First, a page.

Allocation of Allowances: The bill specifies the amount of allowances that would be allocated for free, with 91% of emissions allocated in 2010, gradually dropping to 87% allocated after 2019. The Secretary of Energy would distribute the allowances to regulated entities and other affected sectors in such a way that offsets—but no more than offsets—expected losses of profits attributable to this program. One percent of allowances would be provided to organizations assisting affected workers. A small percentage of allowances would be auctioned rather than allocated, starting with 5% in 2010 and rising to 10% after 2019. Each year, an additional 3% of allowances would be reserved for offsets and 1% for early reductions. Any undistributed allowances would be auctioned.
Cost-Reducing Mechanisms: The most important cost reducing mechanism would be the provision allowing any entity to avoid submitting allowances by paying the “safety valve” price, starting at $7/ton-CO2 in 2010, and annually rising in price by a nominal 5% (i.e., not adjusted for inflation). As mentioned, this would assure an upper bound on costs, but also make it highly likely that emissions each year after 2016 would exceed the target caps. In addition, to minimize the cost of the program, allowances and credits could be sold, exchanged, purchased, or transferred. Credits, which could also be submitted in lieu of an allowance, would be distributed to entities that geologically sequester combustion-related carbon dioxide, export covered fuels or non-fuel GHGs, use covered fuels as feedstocks, or otherwise destroy non-fuel GHGs. A pilot program for international offset projects would be established to distribute the 3% of annual allowances reserved for offsets. Each year, 1% of the allowances would be made available to entities that reduce or sequester emissions before the initial allocation period, as demonstrated through reports to the EIA’s Voluntary Reporting of Greenhouse Gases Program (1605(b)).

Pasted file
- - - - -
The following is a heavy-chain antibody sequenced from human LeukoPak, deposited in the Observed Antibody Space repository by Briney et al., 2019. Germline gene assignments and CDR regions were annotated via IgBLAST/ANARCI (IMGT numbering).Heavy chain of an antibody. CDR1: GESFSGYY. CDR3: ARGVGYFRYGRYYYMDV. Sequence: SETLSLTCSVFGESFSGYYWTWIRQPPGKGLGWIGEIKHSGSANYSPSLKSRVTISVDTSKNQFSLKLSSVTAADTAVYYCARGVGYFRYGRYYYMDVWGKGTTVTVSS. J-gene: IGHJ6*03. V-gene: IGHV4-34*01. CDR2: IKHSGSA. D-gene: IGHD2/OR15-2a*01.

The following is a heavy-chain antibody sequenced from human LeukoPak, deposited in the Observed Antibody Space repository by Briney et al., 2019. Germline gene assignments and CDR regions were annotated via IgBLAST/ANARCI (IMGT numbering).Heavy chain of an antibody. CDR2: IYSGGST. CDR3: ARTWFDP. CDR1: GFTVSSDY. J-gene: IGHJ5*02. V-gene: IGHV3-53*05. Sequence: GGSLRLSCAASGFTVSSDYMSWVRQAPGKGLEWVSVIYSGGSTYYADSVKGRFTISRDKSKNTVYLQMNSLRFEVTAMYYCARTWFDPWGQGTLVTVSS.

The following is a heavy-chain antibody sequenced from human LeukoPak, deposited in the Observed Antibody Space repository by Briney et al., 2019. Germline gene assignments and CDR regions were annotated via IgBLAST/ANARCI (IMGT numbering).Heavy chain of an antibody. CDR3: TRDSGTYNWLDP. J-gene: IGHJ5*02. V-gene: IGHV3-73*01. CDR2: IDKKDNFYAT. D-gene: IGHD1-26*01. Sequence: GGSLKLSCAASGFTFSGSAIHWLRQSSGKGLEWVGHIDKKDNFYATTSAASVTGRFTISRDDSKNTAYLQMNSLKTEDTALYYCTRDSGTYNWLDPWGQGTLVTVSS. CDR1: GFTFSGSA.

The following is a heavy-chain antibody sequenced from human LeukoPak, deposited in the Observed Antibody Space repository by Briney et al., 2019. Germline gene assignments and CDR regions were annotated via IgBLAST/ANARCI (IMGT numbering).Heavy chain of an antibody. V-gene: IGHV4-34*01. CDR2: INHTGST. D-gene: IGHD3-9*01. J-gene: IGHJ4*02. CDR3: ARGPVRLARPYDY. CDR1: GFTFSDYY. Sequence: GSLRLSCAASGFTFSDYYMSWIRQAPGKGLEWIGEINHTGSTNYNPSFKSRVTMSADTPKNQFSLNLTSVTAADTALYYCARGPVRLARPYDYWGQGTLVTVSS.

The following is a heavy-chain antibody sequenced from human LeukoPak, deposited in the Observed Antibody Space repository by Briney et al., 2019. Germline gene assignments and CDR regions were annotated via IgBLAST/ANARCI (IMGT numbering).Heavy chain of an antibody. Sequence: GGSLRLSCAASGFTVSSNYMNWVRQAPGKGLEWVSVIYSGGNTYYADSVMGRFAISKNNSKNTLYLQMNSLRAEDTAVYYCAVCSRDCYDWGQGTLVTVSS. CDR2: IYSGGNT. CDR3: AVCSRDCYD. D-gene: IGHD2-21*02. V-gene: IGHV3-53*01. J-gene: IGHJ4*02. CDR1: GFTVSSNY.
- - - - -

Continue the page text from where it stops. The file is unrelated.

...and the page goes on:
Congressional Review: By January 2015 and every 5 years afterwards, the President would establish an interagency group to review and make recommendations regarding this program and any similar programs underway in China, India, Brazil, Mexico, Russia, Ukraine, or any OECD country. Recommendations may include modifications to the rate of emissions intensity improvement or the rate of safety valve price increases, along with the feasibility of including other non-regulated entities, or modifications to the percentage of allowances auctioned.
Monitoring and Reporting: DOE would establish procedures for reporting and monitoring emissions, and would determine eligibility for credits, offsets and early-reduction allowances.
Penalties: A regulated entity that failed to submit an allowance would pay an amount equal to three times the safety valve price for each allowance not submitted. Failure to comply would bring civil and criminal penalties.
The Act would also create a trust fund to support climate change adaptation and early technology deployment, with provisions for conservation, zero- or low-carbon energy technologies, advanced coal technologies, cellulosic biomass, and advanced vehicles. A subtitle on International Programs would facilitate the deployment of clean energy technologies in developing countries.